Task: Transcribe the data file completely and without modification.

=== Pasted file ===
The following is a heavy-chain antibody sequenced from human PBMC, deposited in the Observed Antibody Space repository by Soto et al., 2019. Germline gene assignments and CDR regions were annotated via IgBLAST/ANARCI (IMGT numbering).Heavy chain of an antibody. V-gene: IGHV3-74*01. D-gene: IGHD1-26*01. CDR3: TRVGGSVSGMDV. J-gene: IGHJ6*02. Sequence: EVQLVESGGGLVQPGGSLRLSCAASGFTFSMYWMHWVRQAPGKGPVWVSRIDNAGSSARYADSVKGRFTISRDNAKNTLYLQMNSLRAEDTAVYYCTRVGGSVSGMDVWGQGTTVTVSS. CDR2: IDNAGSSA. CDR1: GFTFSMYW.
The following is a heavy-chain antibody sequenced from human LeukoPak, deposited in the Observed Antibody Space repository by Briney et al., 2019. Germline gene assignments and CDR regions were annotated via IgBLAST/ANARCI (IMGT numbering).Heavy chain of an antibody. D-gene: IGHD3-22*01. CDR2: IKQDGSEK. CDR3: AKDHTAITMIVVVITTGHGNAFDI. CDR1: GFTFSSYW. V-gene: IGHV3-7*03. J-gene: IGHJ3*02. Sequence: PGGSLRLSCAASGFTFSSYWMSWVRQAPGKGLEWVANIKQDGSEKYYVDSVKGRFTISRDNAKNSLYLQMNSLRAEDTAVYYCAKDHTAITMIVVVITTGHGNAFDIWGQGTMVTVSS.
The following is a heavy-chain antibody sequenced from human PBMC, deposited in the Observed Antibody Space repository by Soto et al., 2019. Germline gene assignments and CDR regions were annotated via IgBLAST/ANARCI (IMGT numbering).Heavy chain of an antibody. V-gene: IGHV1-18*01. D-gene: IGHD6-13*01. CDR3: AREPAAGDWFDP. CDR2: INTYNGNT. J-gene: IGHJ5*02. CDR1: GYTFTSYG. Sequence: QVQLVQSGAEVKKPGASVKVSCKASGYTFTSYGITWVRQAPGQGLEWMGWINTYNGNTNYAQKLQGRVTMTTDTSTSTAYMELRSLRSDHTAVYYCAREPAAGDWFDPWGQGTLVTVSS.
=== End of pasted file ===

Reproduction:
The following is a heavy-chain antibody sequenced from human PBMC, deposited in the Observed Antibody Space repository by Soto et al., 2019. Germline gene assignments and CDR regions were annotated via IgBLAST/ANARCI (IMGT numbering).Heavy chain of an antibody. V-gene: IGHV3-74*01. D-gene: IGHD1-26*01. CDR3: TRVGGSVSGMDV. J-gene: IGHJ6*02. Sequence: EVQLVESGGGLVQPGGSLRLSCAASGFTFSMYWMHWVRQAPGKGPVWVSRIDNAGSSARYADSVKGRFTISRDNAKNTLYLQMNSLRAEDTAVYYCTRVGGSVSGMDVWGQGTTVTVSS. CDR2: IDNAGSSA. CDR1: GFTFSMYW.
The following is a heavy-chain antibody sequenced from human LeukoPak, deposited in the Observed Antibody Space repository by Briney et al., 2019. Germline gene assignments and CDR regions were annotated via IgBLAST/ANARCI (IMGT numbering).Heavy chain of an antibody. D-gene: IGHD3-22*01. CDR2: IKQDGSEK. CDR3: AKDHTAITMIVVVITTGHGNAFDI. CDR1: GFTFSSYW. V-gene: IGHV3-7*03. J-gene: IGHJ3*02. Sequence: PGGSLRLSCAASGFTFSSYWMSWVRQAPGKGLEWVANIKQDGSEKYYVDSVKGRFTISRDNAKNSLYLQMNSLRAEDTAVYYCAKDHTAITMIVVVITTGHGNAFDIWGQGTMVTVSS.
The following is a heavy-chain antibody sequenced from human PBMC, deposited in the Observed Antibody Space repository by Soto et al., 2019. Germline gene assignments and CDR regions were annotated via IgBLAST/ANARCI (IMGT numbering).Heavy chain of an antibody. V-gene: IGHV1-18*01. D-gene: IGHD6-13*01. CDR3: AREPAAGDWFDP. CDR2: INTYNGNT. J-gene: IGHJ5*02. CDR1: GYTFTSYG. Sequence: QVQLVQSGAEVKKPGASVKVSCKASGYTFTSYGITWVRQAPGQGLEWMGWINTYNGNTNYAQKLQGRVTMTTDTSTSTAYMELRSLRSDHTAVYYCAREPAAGDWFDPWGQGTLVTVSS.